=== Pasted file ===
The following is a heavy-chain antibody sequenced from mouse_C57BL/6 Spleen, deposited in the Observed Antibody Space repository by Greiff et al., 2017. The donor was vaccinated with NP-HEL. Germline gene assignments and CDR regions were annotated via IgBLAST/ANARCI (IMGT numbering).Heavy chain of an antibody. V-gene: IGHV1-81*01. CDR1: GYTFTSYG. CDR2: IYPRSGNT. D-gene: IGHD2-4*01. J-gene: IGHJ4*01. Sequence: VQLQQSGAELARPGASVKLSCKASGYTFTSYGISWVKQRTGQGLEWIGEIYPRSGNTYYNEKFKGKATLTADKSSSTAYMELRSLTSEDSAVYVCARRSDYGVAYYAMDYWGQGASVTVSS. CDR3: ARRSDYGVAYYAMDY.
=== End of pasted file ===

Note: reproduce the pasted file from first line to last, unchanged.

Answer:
The following is a heavy-chain antibody sequenced from mouse_C57BL/6 Spleen, deposited in the Observed Antibody Space repository by Greiff et al., 2017. The donor was vaccinated with NP-HEL. Germline gene assignments and CDR regions were annotated via IgBLAST/ANARCI (IMGT numbering).Heavy chain of an antibody. V-gene: IGHV1-81*01. CDR1: GYTFTSYG. CDR2: IYPRSGNT. D-gene: IGHD2-4*01. J-gene: IGHJ4*01. Sequence: VQLQQSGAELARPGASVKLSCKASGYTFTSYGISWVKQRTGQGLEWIGEIYPRSGNTYYNEKFKGKATLTADKSSSTAYMELRSLTSEDSAVYVCARRSDYGVAYYAMDYWGQGASVTVSS. CDR3: ARRSDYGVAYYAMDY.